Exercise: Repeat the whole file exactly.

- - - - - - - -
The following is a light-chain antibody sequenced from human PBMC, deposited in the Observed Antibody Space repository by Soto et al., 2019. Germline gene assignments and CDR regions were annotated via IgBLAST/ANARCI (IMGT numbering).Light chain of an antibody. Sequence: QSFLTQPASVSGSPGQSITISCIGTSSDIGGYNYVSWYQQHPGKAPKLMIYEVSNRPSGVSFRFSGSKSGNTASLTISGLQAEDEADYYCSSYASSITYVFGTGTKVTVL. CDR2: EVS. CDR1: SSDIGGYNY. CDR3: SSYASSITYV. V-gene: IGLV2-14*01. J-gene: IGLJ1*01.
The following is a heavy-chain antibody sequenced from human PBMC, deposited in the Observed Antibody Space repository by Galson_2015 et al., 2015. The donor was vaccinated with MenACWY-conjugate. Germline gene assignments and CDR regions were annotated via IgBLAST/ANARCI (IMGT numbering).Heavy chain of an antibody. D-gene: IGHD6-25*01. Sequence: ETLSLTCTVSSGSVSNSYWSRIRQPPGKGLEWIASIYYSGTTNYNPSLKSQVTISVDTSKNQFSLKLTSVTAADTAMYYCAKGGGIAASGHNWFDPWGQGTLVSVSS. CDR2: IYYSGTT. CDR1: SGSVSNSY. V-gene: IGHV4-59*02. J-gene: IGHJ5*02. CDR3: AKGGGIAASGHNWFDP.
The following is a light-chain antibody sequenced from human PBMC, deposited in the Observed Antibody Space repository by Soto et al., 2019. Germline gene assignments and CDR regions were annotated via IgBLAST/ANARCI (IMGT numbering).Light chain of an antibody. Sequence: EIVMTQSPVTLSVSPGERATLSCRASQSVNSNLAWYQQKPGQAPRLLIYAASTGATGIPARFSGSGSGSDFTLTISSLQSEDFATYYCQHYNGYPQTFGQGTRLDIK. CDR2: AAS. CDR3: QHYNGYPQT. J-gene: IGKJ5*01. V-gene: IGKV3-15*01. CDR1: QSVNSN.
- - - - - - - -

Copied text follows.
The following is a light-chain antibody sequenced from human PBMC, deposited in the Observed Antibody Space repository by Soto et al., 2019. Germline gene assignments and CDR regions were annotated via IgBLAST/ANARCI (IMGT numbering).Light chain of an antibody. Sequence: QSFLTQPASVSGSPGQSITISCIGTSSDIGGYNYVSWYQQHPGKAPKLMIYEVSNRPSGVSFRFSGSKSGNTASLTISGLQAEDEADYYCSSYASSITYVFGTGTKVTVL. CDR2: EVS. CDR1: SSDIGGYNY. CDR3: SSYASSITYV. V-gene: IGLV2-14*01. J-gene: IGLJ1*01.
The following is a heavy-chain antibody sequenced from human PBMC, deposited in the Observed Antibody Space repository by Galson_2015 et al., 2015. The donor was vaccinated with MenACWY-conjugate. Germline gene assignments and CDR regions were annotated via IgBLAST/ANARCI (IMGT numbering).Heavy chain of an antibody. D-gene: IGHD6-25*01. Sequence: ETLSLTCTVSSGSVSNSYWSRIRQPPGKGLEWIASIYYSGTTNYNPSLKSQVTISVDTSKNQFSLKLTSVTAADTAMYYCAKGGGIAASGHNWFDPWGQGTLVSVSS. CDR2: IYYSGTT. CDR1: SGSVSNSY. V-gene: IGHV4-59*02. J-gene: IGHJ5*02. CDR3: AKGGGIAASGHNWFDP.
The following is a light-chain antibody sequenced from human PBMC, deposited in the Observed Antibody Space repository by Soto et al., 2019. Germline gene assignments and CDR regions were annotated via IgBLAST/ANARCI (IMGT numbering).Light chain of an antibody. Sequence: EIVMTQSPVTLSVSPGERATLSCRASQSVNSNLAWYQQKPGQAPRLLIYAASTGATGIPARFSGSGSGSDFTLTISSLQSEDFATYYCQHYNGYPQTFGQGTRLDIK. CDR2: AAS. CDR3: QHYNGYPQT. J-gene: IGKJ5*01. V-gene: IGKV3-15*01. CDR1: QSVNSN.